What Lacy would have liked to say, if anyone had given her the podium on which to do it, was that Peter's actions were just as surprising to her--as devastating to her--as they were to anyone else. She'd lost her son, too, that day. Not just physically, to the correctional facility, but personally, because the boy she'd known had disappeared, swallowed by this beast she didn't recognize, capable of acts she could not conceive.

  But what if Janet Isinghoff was right? What if it was something Lacy had said or done . . . or not said or done . . . that had brought Peter to that point? Could you hate your son for what he had done, and still love him for who he had been?

  The door opened, and Lacy spun around. No one ever came up here, but, then again, she rarely left the floor this upset. It wasn't Priscilla, though, or one of her colleagues: Jordan McAfee stood on the threshold, a sheaf of papers in his hand. Lacy closed her eyes. "Perfect."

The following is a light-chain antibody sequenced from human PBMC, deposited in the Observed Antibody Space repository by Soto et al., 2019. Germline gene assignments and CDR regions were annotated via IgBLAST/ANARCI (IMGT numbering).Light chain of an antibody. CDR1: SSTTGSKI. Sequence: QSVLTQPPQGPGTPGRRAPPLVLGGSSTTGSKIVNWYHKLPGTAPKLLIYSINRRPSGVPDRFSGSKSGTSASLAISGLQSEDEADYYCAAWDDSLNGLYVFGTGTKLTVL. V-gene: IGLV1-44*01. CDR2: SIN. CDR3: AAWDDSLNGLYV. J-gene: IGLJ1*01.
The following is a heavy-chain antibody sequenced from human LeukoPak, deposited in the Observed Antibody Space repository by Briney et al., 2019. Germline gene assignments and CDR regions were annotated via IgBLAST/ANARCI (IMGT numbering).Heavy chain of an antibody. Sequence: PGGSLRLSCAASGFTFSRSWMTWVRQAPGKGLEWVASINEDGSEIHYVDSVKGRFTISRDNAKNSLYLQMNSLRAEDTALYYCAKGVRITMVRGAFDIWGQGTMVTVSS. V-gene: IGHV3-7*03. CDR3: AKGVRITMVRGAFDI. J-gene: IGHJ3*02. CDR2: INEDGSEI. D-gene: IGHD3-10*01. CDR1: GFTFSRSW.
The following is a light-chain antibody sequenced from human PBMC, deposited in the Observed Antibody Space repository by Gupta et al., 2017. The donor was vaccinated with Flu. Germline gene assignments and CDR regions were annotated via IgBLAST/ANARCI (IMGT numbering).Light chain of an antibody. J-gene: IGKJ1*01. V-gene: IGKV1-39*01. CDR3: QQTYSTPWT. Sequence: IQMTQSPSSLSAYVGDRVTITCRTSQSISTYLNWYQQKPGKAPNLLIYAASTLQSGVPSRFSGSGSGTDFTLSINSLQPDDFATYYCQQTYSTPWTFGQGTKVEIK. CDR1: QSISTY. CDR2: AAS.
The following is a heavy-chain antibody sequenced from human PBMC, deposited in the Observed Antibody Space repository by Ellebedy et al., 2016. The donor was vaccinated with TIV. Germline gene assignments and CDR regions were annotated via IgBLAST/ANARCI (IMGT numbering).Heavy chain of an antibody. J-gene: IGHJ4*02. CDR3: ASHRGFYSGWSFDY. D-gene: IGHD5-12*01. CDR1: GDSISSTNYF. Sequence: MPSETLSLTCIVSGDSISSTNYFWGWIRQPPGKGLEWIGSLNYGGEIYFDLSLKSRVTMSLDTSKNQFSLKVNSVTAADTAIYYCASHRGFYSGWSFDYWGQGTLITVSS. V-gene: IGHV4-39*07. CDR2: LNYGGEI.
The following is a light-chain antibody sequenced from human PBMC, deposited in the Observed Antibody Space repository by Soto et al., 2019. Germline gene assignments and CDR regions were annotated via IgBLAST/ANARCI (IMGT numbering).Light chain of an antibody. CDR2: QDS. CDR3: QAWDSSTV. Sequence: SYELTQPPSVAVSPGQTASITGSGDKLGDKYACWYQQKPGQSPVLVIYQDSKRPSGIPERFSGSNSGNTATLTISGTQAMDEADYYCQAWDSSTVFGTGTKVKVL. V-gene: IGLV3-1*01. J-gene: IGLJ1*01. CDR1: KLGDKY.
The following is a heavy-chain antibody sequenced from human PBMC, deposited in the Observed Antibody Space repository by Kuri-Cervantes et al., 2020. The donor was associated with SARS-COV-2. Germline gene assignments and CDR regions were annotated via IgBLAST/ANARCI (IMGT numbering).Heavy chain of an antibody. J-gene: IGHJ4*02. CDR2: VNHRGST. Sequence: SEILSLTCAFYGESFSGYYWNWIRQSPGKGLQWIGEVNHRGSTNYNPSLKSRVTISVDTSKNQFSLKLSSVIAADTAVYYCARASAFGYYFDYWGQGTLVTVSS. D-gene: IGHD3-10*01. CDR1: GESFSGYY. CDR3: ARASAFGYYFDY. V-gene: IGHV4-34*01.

"Yes, that's what my wife tells me," he said, coming toward her with a wide smile on his face. "Or maybe it's just what I wish she'd tell me. . . . Your secretary told me you were probably up here, and--Lacy, are you all right?"

  Lacy nodded, and then she shook her head. Jordan took her arm and led her to a folding chair that someone had carted all the way up to the roof. "Bad day?"

  "You could say that," Lacy answered. She tried to keep Jordan from seeing her tears. It was stupid, she knew, but she didn't want Peter's attorney to think she was the kind of person who had to be treated with kid gloves. Then he might not tell her every blunt truth about Peter, and she wanted to hear that, no matter what.

  "I needed you to sign some paperwork . . . but I can come back later . . ."

  "No," Lacy said. "This is . . . fine." It was better than fine, she realized. It was sort of nice to be sitting next to someone who believed in Peter, even if she was paying him to do that. "Can I ask you a professional question?"